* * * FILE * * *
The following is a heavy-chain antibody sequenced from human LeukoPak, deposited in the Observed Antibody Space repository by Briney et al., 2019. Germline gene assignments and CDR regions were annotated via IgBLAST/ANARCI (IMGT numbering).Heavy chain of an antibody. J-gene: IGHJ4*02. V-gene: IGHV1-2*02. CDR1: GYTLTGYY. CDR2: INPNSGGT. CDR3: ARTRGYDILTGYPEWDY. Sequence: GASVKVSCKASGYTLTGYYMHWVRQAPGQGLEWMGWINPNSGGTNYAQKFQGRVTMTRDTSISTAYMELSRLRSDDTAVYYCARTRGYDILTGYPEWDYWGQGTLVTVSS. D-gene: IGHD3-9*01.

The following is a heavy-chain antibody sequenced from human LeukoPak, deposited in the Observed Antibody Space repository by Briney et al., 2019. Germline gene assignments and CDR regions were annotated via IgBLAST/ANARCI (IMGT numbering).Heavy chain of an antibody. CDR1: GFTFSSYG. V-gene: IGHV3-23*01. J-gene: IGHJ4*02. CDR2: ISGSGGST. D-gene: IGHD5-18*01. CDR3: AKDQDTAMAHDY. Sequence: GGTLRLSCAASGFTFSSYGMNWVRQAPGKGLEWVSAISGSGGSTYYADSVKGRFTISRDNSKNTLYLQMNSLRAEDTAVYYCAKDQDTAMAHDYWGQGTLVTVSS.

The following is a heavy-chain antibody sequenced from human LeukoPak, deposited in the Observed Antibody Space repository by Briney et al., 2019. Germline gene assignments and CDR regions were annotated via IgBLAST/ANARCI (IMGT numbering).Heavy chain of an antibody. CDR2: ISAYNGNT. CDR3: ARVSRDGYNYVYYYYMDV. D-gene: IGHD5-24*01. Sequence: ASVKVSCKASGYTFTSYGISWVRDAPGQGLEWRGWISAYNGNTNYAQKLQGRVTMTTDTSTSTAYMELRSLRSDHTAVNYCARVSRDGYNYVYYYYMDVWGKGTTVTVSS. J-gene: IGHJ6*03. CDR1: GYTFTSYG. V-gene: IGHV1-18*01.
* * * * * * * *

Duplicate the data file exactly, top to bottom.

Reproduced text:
The following is a heavy-chain antibody sequenced from human LeukoPak, deposited in the Observed Antibody Space repository by Briney et al., 2019. Germline gene assignments and CDR regions were annotated via IgBLAST/ANARCI (IMGT numbering).Heavy chain of an antibody. J-gene: IGHJ4*02. V-gene: IGHV1-2*02. CDR1: GYTLTGYY. CDR2: INPNSGGT. CDR3: ARTRGYDILTGYPEWDY. Sequence: GASVKVSCKASGYTLTGYYMHWVRQAPGQGLEWMGWINPNSGGTNYAQKFQGRVTMTRDTSISTAYMELSRLRSDDTAVYYCARTRGYDILTGYPEWDYWGQGTLVTVSS. D-gene: IGHD3-9*01.

The following is a heavy-chain antibody sequenced from human LeukoPak, deposited in the Observed Antibody Space repository by Briney et al., 2019. Germline gene assignments and CDR regions were annotated via IgBLAST/ANARCI (IMGT numbering).Heavy chain of an antibody. CDR1: GFTFSSYG. V-gene: IGHV3-23*01. J-gene: IGHJ4*02. CDR2: ISGSGGST. D-gene: IGHD5-18*01. CDR3: AKDQDTAMAHDY. Sequence: GGTLRLSCAASGFTFSSYGMNWVRQAPGKGLEWVSAISGSGGSTYYADSVKGRFTISRDNSKNTLYLQMNSLRAEDTAVYYCAKDQDTAMAHDYWGQGTLVTVSS.

The following is a heavy-chain antibody sequenced from human LeukoPak, deposited in the Observed Antibody Space repository by Briney et al., 2019. Germline gene assignments and CDR regions were annotated via IgBLAST/ANARCI (IMGT numbering).Heavy chain of an antibody. CDR2: ISAYNGNT. CDR3: ARVSRDGYNYVYYYYMDV. D-gene: IGHD5-24*01. Sequence: ASVKVSCKASGYTFTSYGISWVRDAPGQGLEWRGWISAYNGNTNYAQKLQGRVTMTTDTSTSTAYMELRSLRSDHTAVNYCARVSRDGYNYVYYYYMDVWGKGTTVTVSS. J-gene: IGHJ6*03. CDR1: GYTFTSYG. V-gene: IGHV1-18*01.